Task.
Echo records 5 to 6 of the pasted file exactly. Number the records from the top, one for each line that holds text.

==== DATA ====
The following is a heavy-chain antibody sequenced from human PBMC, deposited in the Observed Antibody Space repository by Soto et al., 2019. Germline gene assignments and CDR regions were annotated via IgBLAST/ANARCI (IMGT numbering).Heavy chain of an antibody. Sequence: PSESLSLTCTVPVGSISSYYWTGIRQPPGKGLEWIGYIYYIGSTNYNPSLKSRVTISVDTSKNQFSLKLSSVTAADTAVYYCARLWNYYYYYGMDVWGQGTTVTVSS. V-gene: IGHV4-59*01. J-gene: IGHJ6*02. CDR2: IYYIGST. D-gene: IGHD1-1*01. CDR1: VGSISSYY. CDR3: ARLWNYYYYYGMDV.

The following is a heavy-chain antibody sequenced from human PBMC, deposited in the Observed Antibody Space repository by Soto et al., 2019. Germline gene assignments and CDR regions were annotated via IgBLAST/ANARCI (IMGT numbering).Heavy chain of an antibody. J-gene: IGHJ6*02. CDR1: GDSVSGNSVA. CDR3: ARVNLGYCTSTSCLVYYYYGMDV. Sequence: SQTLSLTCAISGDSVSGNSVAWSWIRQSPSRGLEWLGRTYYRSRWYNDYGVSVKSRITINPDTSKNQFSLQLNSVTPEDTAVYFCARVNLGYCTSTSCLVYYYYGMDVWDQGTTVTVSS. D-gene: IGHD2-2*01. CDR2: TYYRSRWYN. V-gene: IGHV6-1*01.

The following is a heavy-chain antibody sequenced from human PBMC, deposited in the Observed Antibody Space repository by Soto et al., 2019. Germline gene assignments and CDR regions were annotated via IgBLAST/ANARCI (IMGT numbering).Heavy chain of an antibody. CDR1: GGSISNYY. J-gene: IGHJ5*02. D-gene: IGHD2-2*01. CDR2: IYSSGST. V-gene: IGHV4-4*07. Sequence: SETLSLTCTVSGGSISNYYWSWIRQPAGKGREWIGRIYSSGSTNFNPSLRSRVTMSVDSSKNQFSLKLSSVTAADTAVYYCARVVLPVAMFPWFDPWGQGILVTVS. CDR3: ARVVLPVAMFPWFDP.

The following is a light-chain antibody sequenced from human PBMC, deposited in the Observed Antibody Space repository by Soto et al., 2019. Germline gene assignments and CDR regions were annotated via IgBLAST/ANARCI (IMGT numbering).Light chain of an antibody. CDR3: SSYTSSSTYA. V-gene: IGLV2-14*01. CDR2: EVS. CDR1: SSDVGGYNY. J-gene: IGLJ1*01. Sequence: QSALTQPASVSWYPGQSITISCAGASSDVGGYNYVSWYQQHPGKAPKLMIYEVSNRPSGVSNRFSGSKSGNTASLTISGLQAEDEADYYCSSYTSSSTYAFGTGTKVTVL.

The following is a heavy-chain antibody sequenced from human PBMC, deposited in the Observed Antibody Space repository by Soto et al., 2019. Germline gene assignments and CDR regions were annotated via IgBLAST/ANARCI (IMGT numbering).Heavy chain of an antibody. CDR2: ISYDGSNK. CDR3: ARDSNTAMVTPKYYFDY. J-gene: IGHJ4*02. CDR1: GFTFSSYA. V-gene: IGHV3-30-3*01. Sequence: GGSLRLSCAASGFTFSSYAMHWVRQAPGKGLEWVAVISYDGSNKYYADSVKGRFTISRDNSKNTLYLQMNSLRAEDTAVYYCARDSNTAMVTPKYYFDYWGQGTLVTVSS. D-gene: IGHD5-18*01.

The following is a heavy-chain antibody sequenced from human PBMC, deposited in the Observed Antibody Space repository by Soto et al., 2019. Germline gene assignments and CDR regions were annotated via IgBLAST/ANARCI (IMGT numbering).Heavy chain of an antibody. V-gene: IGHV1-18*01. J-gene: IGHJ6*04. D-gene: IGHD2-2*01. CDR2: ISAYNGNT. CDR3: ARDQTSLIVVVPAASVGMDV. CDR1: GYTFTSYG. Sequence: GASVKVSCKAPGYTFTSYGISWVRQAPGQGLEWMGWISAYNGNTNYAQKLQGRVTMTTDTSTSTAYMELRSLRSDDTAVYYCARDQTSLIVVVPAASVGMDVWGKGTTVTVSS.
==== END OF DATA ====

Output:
The following is a heavy-chain antibody sequenced from human PBMC, deposited in the Observed Antibody Space repository by Soto et al., 2019. Germline gene assignments and CDR regions were annotated via IgBLAST/ANARCI (IMGT numbering).Heavy chain of an antibody. CDR2: ISYDGSNK. CDR3: ARDSNTAMVTPKYYFDY. J-gene: IGHJ4*02. CDR1: GFTFSSYA. V-gene: IGHV3-30-3*01. Sequence: GGSLRLSCAASGFTFSSYAMHWVRQAPGKGLEWVAVISYDGSNKYYADSVKGRFTISRDNSKNTLYLQMNSLRAEDTAVYYCARDSNTAMVTPKYYFDYWGQGTLVTVSS. D-gene: IGHD5-18*01.

The following is a heavy-chain antibody sequenced from human PBMC, deposited in the Observed Antibody Space repository by Soto et al., 2019. Germline gene assignments and CDR regions were annotated via IgBLAST/ANARCI (IMGT numbering).Heavy chain of an antibody. V-gene: IGHV1-18*01. J-gene: IGHJ6*04. D-gene: IGHD2-2*01. CDR2: ISAYNGNT. CDR3: ARDQTSLIVVVPAASVGMDV. CDR1: GYTFTSYG. Sequence: GASVKVSCKAPGYTFTSYGISWVRQAPGQGLEWMGWISAYNGNTNYAQKLQGRVTMTTDTSTSTAYMELRSLRSDDTAVYYCARDQTSLIVVVPAASVGMDVWGKGTTVTVSS.